How God Became King: The Forgotten Story of the Gospels
by N.T. Wright, HarperOne/2012
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N.T. Wright continues his work of laying a foundation for what I believe will become the standard evangelical theology of the next generation.
Yes, I think his work is that important.
A key part of that work is lifting the Gospels to their rightful place of prominence in the Christian faith and message.
As the Torah (the five books of Moses, Genesis-Deuteronomy) is preeminent in the Hebrew Bible, so are the Gospels to the New Testament. The Torah is Israel’s foundational Story and, growing organically out of Israel’s Story the Gospels give us the Church’s foundational Story. If the Pentateuch is the Torah of Moses then the Gospels (plus Acts) form the Torah of Jesus which fulfills Moses. “The law indeed was given through Moses; grace and truth came through Jesus Christ” (John 1:17).
In fact, together, the books we call “gospels” are THE Gospel. As Scot McKnight reminds us in his fine, complementary book, The King Jesus Gospel, Matthew, Mark, Luke, and John are four witnesses to the one Gospel, which is the Story of Jesus. We constantly obscure this by our language. It is “The Gospel according to Matthew,” “The Gospel according to Mark,” and so on, not “The Four Gospels.”
Since my earliest days in evangelicalism, I have been taught differently. The emphasis was not on the Gospels, but on propositional theology (doctrine) rooted in the epistles (mostly Paul’s letters). This theology was systematized and adhered to through “doctrinal statements” in the church and Christian institutions and shared with others as “the plan of salvation.” The result is the “soterian” gospel that McKnight writes about: a “gospel shaped entirely with the ‘in and out’ issue of salvation”; it becomes “so singularly focused on the personal-Plan-of-Salvation and how-we-get-saved that we eliminate the Story of Israel and the Story of Jesus altogether.”
A better grasp on the Gospel requires greater emphasis on and understanding of the Gospels.
To this Wright adds the observation that even the ancient creeds can mislead us when it comes to the Gospel. Though they are certainly more about “the Story” than various statements of doctrine that arose after the Reformation, they de-emphasize or even leave out crucial parts of that Story. The Story of Israel is nearly absent, and the Story of Jesus is truncated. As Wright says, it’s like we have a “cloak without the body” — a framework of understanding that lacks an answer to a central question: Why did Jesus live? The creeds, rooted in the Grand Story of Scripture, tell of his coming, identity, death, resurrection, ascension, and return. But they have little to say about his “earthly ministry” of teaching, healing, discipling, and so on. They are long on Cross and short on Kingdom. As a result, we don’t have a full understanding of either.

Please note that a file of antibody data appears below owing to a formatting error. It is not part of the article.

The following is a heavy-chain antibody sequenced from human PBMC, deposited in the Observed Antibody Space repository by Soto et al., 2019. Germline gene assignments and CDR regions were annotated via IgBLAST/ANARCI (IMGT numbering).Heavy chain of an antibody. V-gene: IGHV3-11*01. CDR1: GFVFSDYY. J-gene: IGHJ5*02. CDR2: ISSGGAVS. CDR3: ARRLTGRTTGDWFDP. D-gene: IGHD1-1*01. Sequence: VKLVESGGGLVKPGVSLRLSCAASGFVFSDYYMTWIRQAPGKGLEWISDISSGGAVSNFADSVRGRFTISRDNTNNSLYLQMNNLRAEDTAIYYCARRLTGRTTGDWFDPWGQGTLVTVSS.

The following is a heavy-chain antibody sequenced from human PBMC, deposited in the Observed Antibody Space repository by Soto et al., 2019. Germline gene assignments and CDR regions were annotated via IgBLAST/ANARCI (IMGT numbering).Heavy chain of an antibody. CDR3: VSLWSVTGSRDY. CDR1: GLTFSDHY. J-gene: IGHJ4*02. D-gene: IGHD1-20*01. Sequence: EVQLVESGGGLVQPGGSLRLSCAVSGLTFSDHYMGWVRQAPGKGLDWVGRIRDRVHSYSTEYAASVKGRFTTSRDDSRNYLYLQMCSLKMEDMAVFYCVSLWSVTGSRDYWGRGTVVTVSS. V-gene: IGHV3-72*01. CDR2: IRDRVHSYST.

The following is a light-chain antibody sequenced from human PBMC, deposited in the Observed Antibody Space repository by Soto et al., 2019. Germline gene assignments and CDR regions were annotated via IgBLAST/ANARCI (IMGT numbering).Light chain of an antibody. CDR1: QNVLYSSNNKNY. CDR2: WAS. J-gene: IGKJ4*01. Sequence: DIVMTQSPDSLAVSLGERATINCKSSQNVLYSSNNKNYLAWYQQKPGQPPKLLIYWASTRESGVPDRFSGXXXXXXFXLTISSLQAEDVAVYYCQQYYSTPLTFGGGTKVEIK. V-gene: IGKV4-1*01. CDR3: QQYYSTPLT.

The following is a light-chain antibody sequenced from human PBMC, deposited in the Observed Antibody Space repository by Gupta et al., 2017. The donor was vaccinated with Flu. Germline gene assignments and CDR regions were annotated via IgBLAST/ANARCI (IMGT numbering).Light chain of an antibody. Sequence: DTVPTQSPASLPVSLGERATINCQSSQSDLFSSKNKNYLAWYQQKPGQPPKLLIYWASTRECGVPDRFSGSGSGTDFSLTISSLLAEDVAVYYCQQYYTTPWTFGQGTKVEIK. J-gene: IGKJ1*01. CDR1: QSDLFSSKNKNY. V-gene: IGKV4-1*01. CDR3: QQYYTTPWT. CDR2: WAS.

Wright also points out that much of the modern critical emphasis on the “historical Jesus” gives us a “body without a cloak” — a search to find out who Jesus was in his life historically without adequately considering his birth and finished work.
As Tom Wright says in his new book: “We have all forgotten what the four gospels are about.” So it is imperative, both McKnight and Wright urge, that we restore the primacy of the Gospel as revealed in the four Gospels, and learn to read these books for all they’re worth.
How has the Church misread the Gospels?
In part two of the book, Bishop Wright uses the metaphor of a four-speaker sound system to make his points. The church has failed to “adjust these speakers” to the right volume and balance that will enable them to “hear the music” of the Gospels and their message.
- Speaker One: The Gospels tell the story of Jesus as the culmination of Israel’s history. This speaker’s volume has been turned down so low that many Christians have failed to hear it at all. This has led to a de-historicized Jesus, a de-Judaized Jesus, and a world in which matter and spirit are in conflict rather than a world in which God is accomplishing his redemptive purposes through a flesh and blood people to put all creation right.
- Speaker Two: The Gospels present Jesus as the coming of God to redeem his people. This speaker has often been turned up so loud that the message has become distorted, as though the primary purpose of the Gospels was to “prove” the deity of Jesus.